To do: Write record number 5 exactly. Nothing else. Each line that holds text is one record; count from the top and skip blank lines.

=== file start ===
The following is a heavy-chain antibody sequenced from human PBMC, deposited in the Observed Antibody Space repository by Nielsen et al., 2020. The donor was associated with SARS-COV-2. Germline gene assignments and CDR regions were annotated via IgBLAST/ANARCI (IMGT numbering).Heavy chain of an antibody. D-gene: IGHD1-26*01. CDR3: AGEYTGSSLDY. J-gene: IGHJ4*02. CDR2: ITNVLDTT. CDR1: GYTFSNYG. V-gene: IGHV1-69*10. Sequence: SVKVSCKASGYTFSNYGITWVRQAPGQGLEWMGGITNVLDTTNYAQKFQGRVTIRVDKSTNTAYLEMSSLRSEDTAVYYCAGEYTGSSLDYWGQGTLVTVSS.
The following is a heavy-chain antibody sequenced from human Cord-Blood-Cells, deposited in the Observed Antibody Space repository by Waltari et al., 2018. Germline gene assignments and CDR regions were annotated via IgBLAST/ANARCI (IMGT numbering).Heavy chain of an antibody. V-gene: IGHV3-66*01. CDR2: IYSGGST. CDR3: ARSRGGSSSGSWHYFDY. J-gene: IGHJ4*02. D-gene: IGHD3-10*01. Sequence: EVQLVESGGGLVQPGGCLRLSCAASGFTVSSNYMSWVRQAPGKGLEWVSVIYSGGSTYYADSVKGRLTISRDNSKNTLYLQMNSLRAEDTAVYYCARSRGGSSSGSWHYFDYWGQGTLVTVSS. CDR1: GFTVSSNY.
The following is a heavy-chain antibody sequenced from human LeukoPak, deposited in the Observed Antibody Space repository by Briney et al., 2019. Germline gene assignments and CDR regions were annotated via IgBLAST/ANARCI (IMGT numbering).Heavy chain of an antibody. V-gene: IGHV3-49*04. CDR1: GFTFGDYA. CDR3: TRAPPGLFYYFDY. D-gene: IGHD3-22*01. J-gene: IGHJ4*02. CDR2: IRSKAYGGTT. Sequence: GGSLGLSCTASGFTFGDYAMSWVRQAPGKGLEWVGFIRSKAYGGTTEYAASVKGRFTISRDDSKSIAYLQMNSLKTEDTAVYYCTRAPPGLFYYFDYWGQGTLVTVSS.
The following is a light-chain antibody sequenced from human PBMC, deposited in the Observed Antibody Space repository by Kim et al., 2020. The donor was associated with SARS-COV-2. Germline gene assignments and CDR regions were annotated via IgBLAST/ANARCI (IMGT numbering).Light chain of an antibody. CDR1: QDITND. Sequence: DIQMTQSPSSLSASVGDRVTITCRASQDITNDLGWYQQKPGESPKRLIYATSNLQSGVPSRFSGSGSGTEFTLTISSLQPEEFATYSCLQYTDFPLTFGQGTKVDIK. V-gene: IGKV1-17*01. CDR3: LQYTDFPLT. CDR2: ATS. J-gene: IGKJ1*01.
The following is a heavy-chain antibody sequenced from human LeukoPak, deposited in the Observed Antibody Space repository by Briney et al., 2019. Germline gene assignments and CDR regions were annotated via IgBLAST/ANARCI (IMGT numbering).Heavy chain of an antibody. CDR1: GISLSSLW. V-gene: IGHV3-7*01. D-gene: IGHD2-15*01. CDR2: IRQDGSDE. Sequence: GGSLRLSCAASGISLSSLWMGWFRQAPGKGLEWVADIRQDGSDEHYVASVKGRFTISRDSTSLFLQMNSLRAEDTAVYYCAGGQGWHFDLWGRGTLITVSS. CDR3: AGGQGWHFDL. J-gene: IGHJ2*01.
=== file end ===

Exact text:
The following is a heavy-chain antibody sequenced from human LeukoPak, deposited in the Observed Antibody Space repository by Briney et al., 2019. Germline gene assignments and CDR regions were annotated via IgBLAST/ANARCI (IMGT numbering).Heavy chain of an antibody. CDR1: GISLSSLW. V-gene: IGHV3-7*01. D-gene: IGHD2-15*01. CDR2: IRQDGSDE. Sequence: GGSLRLSCAASGISLSSLWMGWFRQAPGKGLEWVADIRQDGSDEHYVASVKGRFTISRDSTSLFLQMNSLRAEDTAVYYCAGGQGWHFDLWGRGTLITVSS. CDR3: AGGQGWHFDL. J-gene: IGHJ2*01.